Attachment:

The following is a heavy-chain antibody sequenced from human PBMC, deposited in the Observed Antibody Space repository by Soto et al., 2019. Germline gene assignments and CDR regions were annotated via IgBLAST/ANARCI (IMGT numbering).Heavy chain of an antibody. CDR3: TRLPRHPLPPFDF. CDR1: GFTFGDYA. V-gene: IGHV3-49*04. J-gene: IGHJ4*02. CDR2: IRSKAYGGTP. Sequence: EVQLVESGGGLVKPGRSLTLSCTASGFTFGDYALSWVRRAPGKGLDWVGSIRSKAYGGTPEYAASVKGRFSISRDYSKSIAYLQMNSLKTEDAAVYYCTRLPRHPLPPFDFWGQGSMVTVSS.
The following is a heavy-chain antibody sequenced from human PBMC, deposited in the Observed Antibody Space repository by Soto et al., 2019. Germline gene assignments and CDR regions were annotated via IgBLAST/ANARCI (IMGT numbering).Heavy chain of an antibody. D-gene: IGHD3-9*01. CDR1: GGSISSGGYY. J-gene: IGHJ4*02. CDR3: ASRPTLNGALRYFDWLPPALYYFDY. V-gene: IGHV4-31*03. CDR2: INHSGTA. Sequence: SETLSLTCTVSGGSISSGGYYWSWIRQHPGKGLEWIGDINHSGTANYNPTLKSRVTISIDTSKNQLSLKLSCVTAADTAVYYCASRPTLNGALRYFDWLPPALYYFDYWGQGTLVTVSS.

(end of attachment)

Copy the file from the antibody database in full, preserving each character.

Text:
The following is a heavy-chain antibody sequenced from human PBMC, deposited in the Observed Antibody Space repository by Soto et al., 2019. Germline gene assignments and CDR regions were annotated via IgBLAST/ANARCI (IMGT numbering).Heavy chain of an antibody. CDR3: TRLPRHPLPPFDF. CDR1: GFTFGDYA. V-gene: IGHV3-49*04. J-gene: IGHJ4*02. CDR2: IRSKAYGGTP. Sequence: EVQLVESGGGLVKPGRSLTLSCTASGFTFGDYALSWVRRAPGKGLDWVGSIRSKAYGGTPEYAASVKGRFSISRDYSKSIAYLQMNSLKTEDAAVYYCTRLPRHPLPPFDFWGQGSMVTVSS.
The following is a heavy-chain antibody sequenced from human PBMC, deposited in the Observed Antibody Space repository by Soto et al., 2019. Germline gene assignments and CDR regions were annotated via IgBLAST/ANARCI (IMGT numbering).Heavy chain of an antibody. D-gene: IGHD3-9*01. CDR1: GGSISSGGYY. J-gene: IGHJ4*02. CDR3: ASRPTLNGALRYFDWLPPALYYFDY. V-gene: IGHV4-31*03. CDR2: INHSGTA. Sequence: SETLSLTCTVSGGSISSGGYYWSWIRQHPGKGLEWIGDINHSGTANYNPTLKSRVTISIDTSKNQLSLKLSCVTAADTAVYYCASRPTLNGALRYFDWLPPALYYFDYWGQGTLVTVSS.